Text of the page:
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Michael Fullerton

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Why is someone a "conspiracy theorist" merely because they question the government account of something? Isn't that plain old skepticism?

Skepticism is supposed to involve objectively questioning claims based on evidence. Why then is someone called a conspiracy theorist when they merely question a government's extraordinary claim which is seriously lacking in evidence?


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  • Aug 23 2013: some conspiracy theories are plausible, while others require a great big leap of faith and incredulousness. the problem of course is that the incredulous outnumber the plausible and since almost all conspiracy theories deal with subject which tend to make people uncomfortable, it is easy to dismiss all such theories as foolish and ill informed.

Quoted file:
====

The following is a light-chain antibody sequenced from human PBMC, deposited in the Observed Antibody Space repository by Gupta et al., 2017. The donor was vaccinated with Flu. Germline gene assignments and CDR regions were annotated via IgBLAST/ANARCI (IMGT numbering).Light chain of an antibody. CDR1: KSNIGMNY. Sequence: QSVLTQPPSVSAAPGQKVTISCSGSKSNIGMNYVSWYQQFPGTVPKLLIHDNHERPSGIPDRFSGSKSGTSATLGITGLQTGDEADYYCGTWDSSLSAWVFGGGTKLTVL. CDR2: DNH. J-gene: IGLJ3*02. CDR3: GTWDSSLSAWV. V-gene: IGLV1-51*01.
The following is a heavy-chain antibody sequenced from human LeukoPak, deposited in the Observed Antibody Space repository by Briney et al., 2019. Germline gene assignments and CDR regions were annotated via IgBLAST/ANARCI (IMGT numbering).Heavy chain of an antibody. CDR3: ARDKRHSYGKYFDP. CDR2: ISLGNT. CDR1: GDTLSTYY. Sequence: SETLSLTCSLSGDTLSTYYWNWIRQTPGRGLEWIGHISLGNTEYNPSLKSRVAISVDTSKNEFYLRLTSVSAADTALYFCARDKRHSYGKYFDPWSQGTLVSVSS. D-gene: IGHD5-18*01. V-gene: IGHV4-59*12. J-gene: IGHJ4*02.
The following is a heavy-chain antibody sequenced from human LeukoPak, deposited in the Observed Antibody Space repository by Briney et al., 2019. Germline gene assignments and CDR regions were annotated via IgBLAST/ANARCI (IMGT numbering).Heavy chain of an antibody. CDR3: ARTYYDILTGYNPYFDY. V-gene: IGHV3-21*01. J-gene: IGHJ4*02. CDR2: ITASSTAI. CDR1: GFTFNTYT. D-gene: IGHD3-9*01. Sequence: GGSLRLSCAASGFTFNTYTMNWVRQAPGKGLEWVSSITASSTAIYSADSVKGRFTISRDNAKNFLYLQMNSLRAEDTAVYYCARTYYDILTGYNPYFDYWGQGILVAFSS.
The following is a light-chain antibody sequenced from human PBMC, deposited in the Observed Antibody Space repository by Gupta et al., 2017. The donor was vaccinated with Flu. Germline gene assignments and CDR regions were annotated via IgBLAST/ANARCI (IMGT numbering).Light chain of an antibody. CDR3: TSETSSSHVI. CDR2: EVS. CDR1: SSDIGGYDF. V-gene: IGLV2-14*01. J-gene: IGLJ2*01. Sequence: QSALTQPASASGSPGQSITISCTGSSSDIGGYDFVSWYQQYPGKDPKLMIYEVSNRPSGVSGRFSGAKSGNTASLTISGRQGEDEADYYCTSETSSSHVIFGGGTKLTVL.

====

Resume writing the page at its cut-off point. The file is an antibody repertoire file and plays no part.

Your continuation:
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      Aug 25 2013: Where is the evidence that the incredulous conspiracy theories outnumber the plausible and who is it that decides? Dismissing an argument because you find it too hard to believe is a logical fallacy, the appeal to incredulity fallacy. Using illogic to dismiss arguments is the epitome of foolish and ill informed.

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